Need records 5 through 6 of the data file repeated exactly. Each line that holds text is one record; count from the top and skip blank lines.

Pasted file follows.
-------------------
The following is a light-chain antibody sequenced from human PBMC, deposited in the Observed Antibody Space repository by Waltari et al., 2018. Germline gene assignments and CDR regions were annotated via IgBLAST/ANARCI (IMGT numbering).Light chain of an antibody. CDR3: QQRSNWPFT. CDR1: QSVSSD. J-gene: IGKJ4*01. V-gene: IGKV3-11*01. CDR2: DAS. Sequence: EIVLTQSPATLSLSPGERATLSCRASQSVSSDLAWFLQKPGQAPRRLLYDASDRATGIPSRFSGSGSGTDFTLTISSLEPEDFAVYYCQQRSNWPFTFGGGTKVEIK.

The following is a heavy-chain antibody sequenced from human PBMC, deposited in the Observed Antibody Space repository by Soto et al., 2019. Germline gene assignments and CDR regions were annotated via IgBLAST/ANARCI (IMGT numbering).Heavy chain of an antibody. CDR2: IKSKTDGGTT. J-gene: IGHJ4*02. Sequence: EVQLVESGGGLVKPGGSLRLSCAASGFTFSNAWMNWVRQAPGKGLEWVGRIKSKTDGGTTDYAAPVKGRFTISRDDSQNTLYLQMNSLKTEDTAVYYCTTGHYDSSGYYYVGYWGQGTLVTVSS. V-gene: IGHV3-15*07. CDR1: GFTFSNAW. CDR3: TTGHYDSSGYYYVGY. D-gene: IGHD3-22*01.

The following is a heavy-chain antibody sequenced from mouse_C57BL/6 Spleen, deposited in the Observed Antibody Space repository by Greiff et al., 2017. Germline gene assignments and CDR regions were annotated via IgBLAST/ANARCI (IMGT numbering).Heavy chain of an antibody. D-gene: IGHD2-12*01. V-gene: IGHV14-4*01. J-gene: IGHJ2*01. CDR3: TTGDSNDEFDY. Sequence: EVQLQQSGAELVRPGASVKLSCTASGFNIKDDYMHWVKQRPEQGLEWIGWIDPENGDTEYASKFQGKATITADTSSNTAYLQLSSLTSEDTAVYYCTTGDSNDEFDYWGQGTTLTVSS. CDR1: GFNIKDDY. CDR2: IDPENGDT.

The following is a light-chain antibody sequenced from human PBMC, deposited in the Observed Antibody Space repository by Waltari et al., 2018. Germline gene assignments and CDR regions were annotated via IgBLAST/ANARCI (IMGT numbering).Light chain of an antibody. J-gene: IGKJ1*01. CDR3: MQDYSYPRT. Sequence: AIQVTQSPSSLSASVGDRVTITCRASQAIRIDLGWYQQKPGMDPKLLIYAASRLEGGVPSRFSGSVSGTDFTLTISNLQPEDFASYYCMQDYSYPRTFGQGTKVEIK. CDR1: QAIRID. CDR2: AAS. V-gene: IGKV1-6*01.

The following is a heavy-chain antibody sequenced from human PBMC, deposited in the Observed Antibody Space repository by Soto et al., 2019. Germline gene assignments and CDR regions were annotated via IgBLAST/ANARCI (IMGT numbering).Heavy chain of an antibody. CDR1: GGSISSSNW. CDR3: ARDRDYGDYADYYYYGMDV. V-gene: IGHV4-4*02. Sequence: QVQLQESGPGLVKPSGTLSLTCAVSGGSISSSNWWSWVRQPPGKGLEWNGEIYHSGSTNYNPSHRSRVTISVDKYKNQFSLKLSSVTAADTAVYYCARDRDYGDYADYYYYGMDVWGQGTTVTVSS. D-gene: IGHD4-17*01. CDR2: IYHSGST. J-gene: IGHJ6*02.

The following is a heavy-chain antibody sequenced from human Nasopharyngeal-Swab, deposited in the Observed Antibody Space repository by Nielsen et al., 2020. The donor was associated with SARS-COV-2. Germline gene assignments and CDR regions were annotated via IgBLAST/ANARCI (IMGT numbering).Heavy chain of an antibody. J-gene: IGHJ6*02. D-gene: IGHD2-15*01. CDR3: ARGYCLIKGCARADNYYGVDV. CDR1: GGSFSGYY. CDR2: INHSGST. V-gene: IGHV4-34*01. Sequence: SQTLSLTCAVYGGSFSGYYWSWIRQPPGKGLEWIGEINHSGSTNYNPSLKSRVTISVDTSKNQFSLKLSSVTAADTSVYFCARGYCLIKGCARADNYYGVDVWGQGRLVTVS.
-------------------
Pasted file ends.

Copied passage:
The following is a heavy-chain antibody sequenced from human PBMC, deposited in the Observed Antibody Space repository by Soto et al., 2019. Germline gene assignments and CDR regions were annotated via IgBLAST/ANARCI (IMGT numbering).Heavy chain of an antibody. CDR1: GGSISSSNW. CDR3: ARDRDYGDYADYYYYGMDV. V-gene: IGHV4-4*02. Sequence: QVQLQESGPGLVKPSGTLSLTCAVSGGSISSSNWWSWVRQPPGKGLEWNGEIYHSGSTNYNPSHRSRVTISVDKYKNQFSLKLSSVTAADTAVYYCARDRDYGDYADYYYYGMDVWGQGTTVTVSS. D-gene: IGHD4-17*01. CDR2: IYHSGST. J-gene: IGHJ6*02.

The following is a heavy-chain antibody sequenced from human Nasopharyngeal-Swab, deposited in the Observed Antibody Space repository by Nielsen et al., 2020. The donor was associated with SARS-COV-2. Germline gene assignments and CDR regions were annotated via IgBLAST/ANARCI (IMGT numbering).Heavy chain of an antibody. J-gene: IGHJ6*02. D-gene: IGHD2-15*01. CDR3: ARGYCLIKGCARADNYYGVDV. CDR1: GGSFSGYY. CDR2: INHSGST. V-gene: IGHV4-34*01. Sequence: SQTLSLTCAVYGGSFSGYYWSWIRQPPGKGLEWIGEINHSGSTNYNPSLKSRVTISVDTSKNQFSLKLSSVTAADTSVYFCARGYCLIKGCARADNYYGVDVWGQGRLVTVS.